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‘‘Dusk to Dawn”
(Gallery De Novo)
Musician Joni Mitchell once described clouds as flows of angel hair and feather canyons, and all those qualities are present in the beautiful skyscapes of Julie Battisti.
In a change from the artist’s previous studies of flowers, here she attempts to capture the immensity and ephemerality of cloudy skies, focusing on the crepuscular moments - dawn and dusk - when the blue of the sky deepens and the three-dimensionality of cloud is at its most apparent.
In this task, the artist has well succeeded, using the translucency of oil paint to build her paintings in multiple layers, capturing the light within the paintings in much the same way that it is captured in the veils of mist and vapour of which clouds are composed.
Battisti has emphasised the individuality of clouds by attaching human given names to each composition, imbuing each cloud with a personality.
Her occasional use of unusual canvas formats, especially the tall, thin canvases of Bertie and Beverly, has also allowed her to produce the perception of looking up towards the towering cumuli depicted.
The most surprising element of many of these works is the feeling of peace and warmth the images give, despite the clearly stormy nature of many of the skies shown.
‘‘Fera Natura’’ at Fe29 presents a series of abstract expressionist works by Philippa Blair.
Arranged in reverse chronological order, the exhibition displays a development of style which moves from such techniques as wiping paint with a squeegee to the incorporation of three-dimensional elements such as brushes and cable ties attached directly to the canvas.
The most recent work, largely in the form of multi-panelled paintings, includes deliberate crude blank lines, areas which have been masked off from the gestural application of paint.
Numerous techniques are used within each work, from squeezing paint directly on to the canvas to the use of a trowel to scrape away areas of paint.
There is a boldness to the images, and an almost cartographic feeling in many of the pieces, possibly in part due to the artist’s working practice of laying the canvas on the ground and working directly from above.
The paintings draw their inspiration from many sources, not the least of which is the work of the artist’s father, microbiologist Dr Ian Blair.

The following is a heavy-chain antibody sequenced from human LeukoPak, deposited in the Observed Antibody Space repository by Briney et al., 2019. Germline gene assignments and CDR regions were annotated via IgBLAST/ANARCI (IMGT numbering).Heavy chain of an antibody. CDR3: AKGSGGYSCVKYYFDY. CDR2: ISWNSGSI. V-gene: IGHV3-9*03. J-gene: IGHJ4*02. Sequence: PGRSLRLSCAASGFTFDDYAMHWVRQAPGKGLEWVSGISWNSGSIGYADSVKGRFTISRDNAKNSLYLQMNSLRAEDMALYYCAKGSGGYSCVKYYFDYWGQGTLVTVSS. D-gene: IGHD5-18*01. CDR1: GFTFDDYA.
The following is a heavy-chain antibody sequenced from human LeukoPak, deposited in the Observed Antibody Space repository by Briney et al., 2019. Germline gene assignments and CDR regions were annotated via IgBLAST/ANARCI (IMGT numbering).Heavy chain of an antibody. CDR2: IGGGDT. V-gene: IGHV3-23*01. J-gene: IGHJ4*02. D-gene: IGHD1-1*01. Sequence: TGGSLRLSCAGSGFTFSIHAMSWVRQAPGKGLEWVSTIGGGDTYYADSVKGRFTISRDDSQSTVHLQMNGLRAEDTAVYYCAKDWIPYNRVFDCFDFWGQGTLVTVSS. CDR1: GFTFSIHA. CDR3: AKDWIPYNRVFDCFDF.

The revelations of the striated and globular patterns on microscope slides can be imagined as a starting point for many of the patterned panels in the artist’s work.
The freedom of both music and dance is also a strong influence. The artist compares her creative process to jazz improvisation, creating ‘‘visual rhythms’’ with ink drawings which underpin the finished works.
"Festival of Colours"
Kaori Jackson’s ‘‘Festival of Colours’’ is a selection of paintings of native birds, plants, and Dunedin buildings, arranged in gentle, pleasing oil compositions.
Mixing both traditional and modern styles, the pieces draw on some of the compositional techniques of Jackson’s artistic Japanese lineage.
The completed works have a magic realist edge, with the birds often appearing as guardians to the buildings, nestling around them on boughs of native plants. The juxtaposition of the hard, straight edges of the buildings and the supple curved lines of the natural forms is particularly appealing in these images.
Several of these pieces, such as First Church, make good use of circular canvases, allowing the central building to float free as a focal point within a frame created by nature.
In other, more recent works, the buildings are absent, and the flora and fauna are presented against calm, dark backdrops.
These ‘‘Arrangements of Cyan and Teal’’ allow the eye to move directly to the birds and flowers without any of the bold distractions which more naturalistic surroundings might produce.
The backgrounds are far from monochromatic, however, shifting subtly between blacks and smoky midnight blues, adding a feeling of depth to the works, and almost implying the textural softness of old velvet painting.